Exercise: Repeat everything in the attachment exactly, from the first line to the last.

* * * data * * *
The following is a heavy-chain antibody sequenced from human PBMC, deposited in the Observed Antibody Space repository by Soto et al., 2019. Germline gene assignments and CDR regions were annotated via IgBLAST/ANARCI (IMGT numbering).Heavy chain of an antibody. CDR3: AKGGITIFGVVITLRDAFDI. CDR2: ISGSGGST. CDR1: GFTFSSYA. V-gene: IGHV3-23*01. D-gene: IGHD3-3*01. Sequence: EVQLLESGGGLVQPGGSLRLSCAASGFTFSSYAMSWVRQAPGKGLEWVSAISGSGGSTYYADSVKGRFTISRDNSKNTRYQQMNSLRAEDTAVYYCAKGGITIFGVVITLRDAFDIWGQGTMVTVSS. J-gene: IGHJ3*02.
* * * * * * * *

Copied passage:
The following is a heavy-chain antibody sequenced from human PBMC, deposited in the Observed Antibody Space repository by Soto et al., 2019. Germline gene assignments and CDR regions were annotated via IgBLAST/ANARCI (IMGT numbering).Heavy chain of an antibody. CDR3: AKGGITIFGVVITLRDAFDI. CDR2: ISGSGGST. CDR1: GFTFSSYA. V-gene: IGHV3-23*01. D-gene: IGHD3-3*01. Sequence: EVQLLESGGGLVQPGGSLRLSCAASGFTFSSYAMSWVRQAPGKGLEWVSAISGSGGSTYYADSVKGRFTISRDNSKNTRYQQMNSLRAEDTAVYYCAKGGITIFGVVITLRDAFDIWGQGTMVTVSS. J-gene: IGHJ3*02.